This winter I put it all together and self-published my chapbook. People ask me why I didn’t go the traditional publishing route. I self-published because I figured my “weird little book” didn’t have mass appeal. I wasn’t really sure how you’d market a diary that was poetry. And I thought it would only appeal to women of a certain age who’d experienced a traumatic mid-life divorce. Plus, to be brutally honest, I wasn’t particularly confident in my writing. I liked my writing. I had written it for myself, but I wasn’t sure at all if it would resonate with anyone else and I didn’t want to alter it in any way.

Since I published Courtesan, I have been shocked to my core by the feedback I’ve received. Women who are single, and never been married, have written to tell me how much they related to and enjoyed it. I don’t know whether to feel pleased or saddened that so many women can relate to so much darkness and despair.

Brittany_wandsI think that in most stories, and Courtesan is no exception, the main narrative is that a woman’s life turns around when she experiences true love. But the story functions on two levels. While on the surface, Courtesan is the story of the darkest time of my life and how I fell in love with my husband, there’s also the secret story hidden in the pages, about my love of the creative process, how it brought me back to life, gave me purpose, and fueled the creation of the diary in the first place. Ultimately, I rediscovered myself through the act of creation. And I continue to be amazed at what I can do, and how much joy I get from the doing.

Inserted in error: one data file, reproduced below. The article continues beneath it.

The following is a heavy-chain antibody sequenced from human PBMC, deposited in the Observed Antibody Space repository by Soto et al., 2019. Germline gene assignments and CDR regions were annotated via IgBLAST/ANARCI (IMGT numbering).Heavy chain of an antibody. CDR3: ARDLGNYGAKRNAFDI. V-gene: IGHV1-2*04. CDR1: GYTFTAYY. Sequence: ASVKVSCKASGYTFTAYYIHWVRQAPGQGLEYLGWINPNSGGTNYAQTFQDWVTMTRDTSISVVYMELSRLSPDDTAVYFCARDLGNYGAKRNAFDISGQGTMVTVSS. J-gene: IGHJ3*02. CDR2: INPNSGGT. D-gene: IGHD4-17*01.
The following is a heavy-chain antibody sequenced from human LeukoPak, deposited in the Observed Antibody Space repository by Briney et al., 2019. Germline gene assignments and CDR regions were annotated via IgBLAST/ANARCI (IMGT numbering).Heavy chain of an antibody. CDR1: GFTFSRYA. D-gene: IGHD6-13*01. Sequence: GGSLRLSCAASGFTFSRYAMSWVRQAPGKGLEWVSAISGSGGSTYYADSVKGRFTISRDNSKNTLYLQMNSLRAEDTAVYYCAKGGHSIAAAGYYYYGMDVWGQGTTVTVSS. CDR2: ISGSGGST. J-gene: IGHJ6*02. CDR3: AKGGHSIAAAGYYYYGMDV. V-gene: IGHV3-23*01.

See more of Brittany’s artistic projects at her current blog.
Order Courtesan at amazon

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Creative Medicine

In my personal life and my work as a creativity coach, I use a broad brush in defining “creative.” Creativity is about using your mind and your body to make something that speaks to who you are — and perhaps speaks to others as well. That might be an exquisite painting, but it might also be a garden bed, an inspired business plan, a system for organizing your files, a lovingly prepared stew, or refinishing a bureau. The pure act of creating can apply to most anything that gets you in the zone, helps make sense of this crazy thing called life, and expresses something that might otherwise not be articulated.

My endearing friend Jane is a highly creative person. Her home, her lifestyle, the choices she makes for her family — each step seems grounded in the purposeful creation of a life. Careful readers of this blog’s Monday Post will remember “immunity kit” appearing on jlcm’s weekly goals list over recent months. I was a very lucky recipient of one of these immunity kits. The contents are so precious that I wanted to horde them for when I was really in need. Some of this medicine takes six weeks to brew — and the ingredients aren’t always easy for Jane to get — so when might I ever be able to get my hands on a refill? And then the Stomach Bug came to our house. Like taking the plastic furniture covers off of the “good” furniture in preparation for a visit from royalty, it was time to open the immunity kit.